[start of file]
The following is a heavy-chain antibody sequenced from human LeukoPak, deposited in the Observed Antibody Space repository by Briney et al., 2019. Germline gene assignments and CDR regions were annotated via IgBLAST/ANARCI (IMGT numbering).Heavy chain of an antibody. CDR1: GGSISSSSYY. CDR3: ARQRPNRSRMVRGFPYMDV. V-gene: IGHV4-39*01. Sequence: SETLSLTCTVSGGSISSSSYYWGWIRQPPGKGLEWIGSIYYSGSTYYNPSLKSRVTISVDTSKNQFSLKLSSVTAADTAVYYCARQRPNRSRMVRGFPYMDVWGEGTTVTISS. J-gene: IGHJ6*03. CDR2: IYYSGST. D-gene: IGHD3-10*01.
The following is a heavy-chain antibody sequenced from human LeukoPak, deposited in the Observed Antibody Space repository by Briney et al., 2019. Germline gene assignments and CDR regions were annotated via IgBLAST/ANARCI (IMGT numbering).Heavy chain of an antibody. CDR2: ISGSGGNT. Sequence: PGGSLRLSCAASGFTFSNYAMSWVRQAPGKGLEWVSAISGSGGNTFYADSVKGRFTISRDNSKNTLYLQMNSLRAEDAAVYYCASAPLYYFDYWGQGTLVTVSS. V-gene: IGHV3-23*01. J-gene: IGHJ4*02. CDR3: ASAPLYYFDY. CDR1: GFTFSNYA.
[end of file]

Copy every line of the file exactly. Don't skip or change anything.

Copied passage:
The following is a heavy-chain antibody sequenced from human LeukoPak, deposited in the Observed Antibody Space repository by Briney et al., 2019. Germline gene assignments and CDR regions were annotated via IgBLAST/ANARCI (IMGT numbering).Heavy chain of an antibody. CDR1: GGSISSSSYY. CDR3: ARQRPNRSRMVRGFPYMDV. V-gene: IGHV4-39*01. Sequence: SETLSLTCTVSGGSISSSSYYWGWIRQPPGKGLEWIGSIYYSGSTYYNPSLKSRVTISVDTSKNQFSLKLSSVTAADTAVYYCARQRPNRSRMVRGFPYMDVWGEGTTVTISS. J-gene: IGHJ6*03. CDR2: IYYSGST. D-gene: IGHD3-10*01.
The following is a heavy-chain antibody sequenced from human LeukoPak, deposited in the Observed Antibody Space repository by Briney et al., 2019. Germline gene assignments and CDR regions were annotated via IgBLAST/ANARCI (IMGT numbering).Heavy chain of an antibody. CDR2: ISGSGGNT. Sequence: PGGSLRLSCAASGFTFSNYAMSWVRQAPGKGLEWVSAISGSGGNTFYADSVKGRFTISRDNSKNTLYLQMNSLRAEDAAVYYCASAPLYYFDYWGQGTLVTVSS. V-gene: IGHV3-23*01. J-gene: IGHJ4*02. CDR3: ASAPLYYFDY. CDR1: GFTFSNYA.